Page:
The URI library hosted a seminar on copyright right and different types of licensure that was open and free to the community. Photo by James McIntosh.

The University of Rhode Island library held the Search Savvy Seminar for students and faculty to better understand how to license their creative works last Friday.

The event was lead by Andrée Rathemacher, head of acquisitions at the URI library. This seminar covered the basics of copyright in the digital age, the different types of Creative Common (CC) licenses, how to search and reuse CC work found online and how to apply your a CC license to your own creative work.  

“Everything someone creates is automatically covered by copyright,” Rathemacher said. “For example, the notes you are taking now are copyrighted in your name.”

The United States copyright law covers literary and artistic works, which fall under a broad category of topics. Some of these are writings, dramatical productions, choreography, compositional works, computer software and visual arts like video and images.  

There are many exceptions and limitations to U.S. Copyright Law, but the two focused upon in the seminar were Fair Use and The Public Domain. Fair Use, which is the most liberal exception applies to copyrighted material used for criticism, comment, parody, news reporting, teaching, scholarship and research. A work can enter the public domain when they are no longer subject to any copyright due to the term expiring. This can happen 70 years after the creator’s death if the license is not renewed.  

Rathemacher reminds people to “think of articles, blogs, music and photographs and how most of this information is consumed, by the internet.”

In order to search for images and articles in different categories of the Creative Commons, it is recommended to use the advance search on Google, as you can select which license to search by. For images it was recommended to use Flickr, as they have an in depth CC library that is easy to use and attribute.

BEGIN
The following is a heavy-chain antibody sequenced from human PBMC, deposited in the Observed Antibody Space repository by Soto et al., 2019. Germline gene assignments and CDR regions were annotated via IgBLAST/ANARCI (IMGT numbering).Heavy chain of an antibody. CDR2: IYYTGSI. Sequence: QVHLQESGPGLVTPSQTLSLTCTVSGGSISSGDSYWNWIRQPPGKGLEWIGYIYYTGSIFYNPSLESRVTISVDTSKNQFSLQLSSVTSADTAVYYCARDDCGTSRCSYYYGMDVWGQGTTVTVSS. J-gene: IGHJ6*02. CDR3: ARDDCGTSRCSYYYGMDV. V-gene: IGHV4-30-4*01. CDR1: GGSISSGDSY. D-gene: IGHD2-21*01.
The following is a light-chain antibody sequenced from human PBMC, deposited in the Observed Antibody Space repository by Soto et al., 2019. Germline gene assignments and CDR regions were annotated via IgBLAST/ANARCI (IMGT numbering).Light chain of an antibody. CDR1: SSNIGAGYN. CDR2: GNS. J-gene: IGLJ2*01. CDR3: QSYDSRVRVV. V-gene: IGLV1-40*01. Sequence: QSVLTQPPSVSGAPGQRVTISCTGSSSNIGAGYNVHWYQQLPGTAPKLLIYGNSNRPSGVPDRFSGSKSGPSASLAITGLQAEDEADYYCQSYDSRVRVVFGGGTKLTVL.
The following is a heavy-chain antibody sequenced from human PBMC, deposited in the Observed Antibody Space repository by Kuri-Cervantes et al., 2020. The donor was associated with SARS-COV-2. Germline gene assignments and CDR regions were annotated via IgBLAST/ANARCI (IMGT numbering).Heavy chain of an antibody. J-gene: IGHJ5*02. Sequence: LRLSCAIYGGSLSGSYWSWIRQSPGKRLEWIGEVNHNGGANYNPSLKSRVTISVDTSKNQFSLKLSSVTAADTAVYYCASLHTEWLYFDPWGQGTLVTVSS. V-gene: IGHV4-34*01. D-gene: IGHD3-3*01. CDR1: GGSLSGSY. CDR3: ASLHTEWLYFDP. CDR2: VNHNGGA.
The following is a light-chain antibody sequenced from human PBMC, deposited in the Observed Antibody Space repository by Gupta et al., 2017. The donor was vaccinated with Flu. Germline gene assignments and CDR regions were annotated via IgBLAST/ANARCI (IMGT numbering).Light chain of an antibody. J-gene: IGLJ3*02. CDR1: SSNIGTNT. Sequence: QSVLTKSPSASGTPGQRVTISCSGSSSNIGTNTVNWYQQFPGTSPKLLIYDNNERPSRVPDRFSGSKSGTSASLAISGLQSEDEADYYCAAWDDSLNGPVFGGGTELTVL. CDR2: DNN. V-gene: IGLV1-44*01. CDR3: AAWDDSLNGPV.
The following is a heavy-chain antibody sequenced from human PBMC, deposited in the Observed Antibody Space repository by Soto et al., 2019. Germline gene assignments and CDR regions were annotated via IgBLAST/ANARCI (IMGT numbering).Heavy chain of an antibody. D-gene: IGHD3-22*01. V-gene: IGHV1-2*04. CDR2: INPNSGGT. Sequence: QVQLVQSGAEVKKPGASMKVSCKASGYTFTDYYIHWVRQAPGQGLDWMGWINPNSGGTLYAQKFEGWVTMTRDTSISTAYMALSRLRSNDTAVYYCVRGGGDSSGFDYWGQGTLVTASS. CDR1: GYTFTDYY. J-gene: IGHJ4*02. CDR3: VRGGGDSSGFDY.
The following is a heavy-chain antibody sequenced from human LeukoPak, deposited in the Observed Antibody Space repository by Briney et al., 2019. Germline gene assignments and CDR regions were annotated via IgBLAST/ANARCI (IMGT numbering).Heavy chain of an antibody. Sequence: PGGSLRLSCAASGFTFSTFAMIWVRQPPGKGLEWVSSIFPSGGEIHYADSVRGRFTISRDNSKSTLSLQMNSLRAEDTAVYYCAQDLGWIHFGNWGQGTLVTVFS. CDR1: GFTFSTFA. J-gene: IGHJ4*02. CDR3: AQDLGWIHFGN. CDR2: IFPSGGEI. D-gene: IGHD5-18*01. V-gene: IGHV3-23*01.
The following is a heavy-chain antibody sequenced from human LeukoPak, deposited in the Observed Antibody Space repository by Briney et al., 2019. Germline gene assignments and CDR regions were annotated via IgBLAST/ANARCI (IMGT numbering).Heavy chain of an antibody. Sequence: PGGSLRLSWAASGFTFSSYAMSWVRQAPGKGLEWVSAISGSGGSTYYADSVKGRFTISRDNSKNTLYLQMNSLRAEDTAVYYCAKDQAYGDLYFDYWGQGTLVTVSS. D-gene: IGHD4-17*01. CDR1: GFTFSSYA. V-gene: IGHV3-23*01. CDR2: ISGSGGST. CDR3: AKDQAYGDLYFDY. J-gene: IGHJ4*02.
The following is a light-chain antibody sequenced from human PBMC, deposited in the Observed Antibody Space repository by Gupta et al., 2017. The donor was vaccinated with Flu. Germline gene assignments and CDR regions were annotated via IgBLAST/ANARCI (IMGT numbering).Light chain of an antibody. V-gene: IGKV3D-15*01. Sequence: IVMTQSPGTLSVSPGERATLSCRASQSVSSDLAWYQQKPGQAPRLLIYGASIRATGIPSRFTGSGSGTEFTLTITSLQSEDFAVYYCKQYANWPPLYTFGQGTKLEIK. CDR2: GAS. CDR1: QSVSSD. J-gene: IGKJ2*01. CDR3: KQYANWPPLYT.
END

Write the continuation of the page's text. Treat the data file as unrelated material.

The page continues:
To copyright your own material, it’s recommended to use a program like the CC License chooser website. Simply enter in what you want your creative work to be used as, and it will walk you through applying the correct CC license.  

Those in attendance had a common goal, they wanted to benefit their students and their colleagues in protecting their creative work. Katie Branch, an associate professor in the Human Development and Family Studies department attended to learn how to “use CC with visual research.”  

CC was formed in 2001 to encourage creators to distribute their works in the digital age. There are four different types of CC licenses, and they can be combined to create six different kinds of licenses.

The first is Attribution (BY), which allows the user of the CC work to freely use it, as long as they credit the original creator. This is similar to citing your sources in a research paper, so it is an easy concept to grasp.  

The second is a Noncommercial (NC) license, and doesn’t allow a creator to use another’s work to profit.

“It is about the use and not the user,” Rathemacher said. “For example, if a nonprofit used a NC licensed image in a calendar they offered for sale, they would be violating the license for that image.”

The next type is called ShareAlike (SA), which means that any adaptations of an original work must be licensed the same way. If someone made a parody of a NC work, then that parody would be considered NC as well.

Finally there is the NoDerivative (ND) claim.  This states that no adjustments can be made to the original work being used.  Any modifications, no matter how slight they are can be considered a violation.

There will be another seminar on Tuesday, March 5 at 3 p.m. in URI’s Carothers library.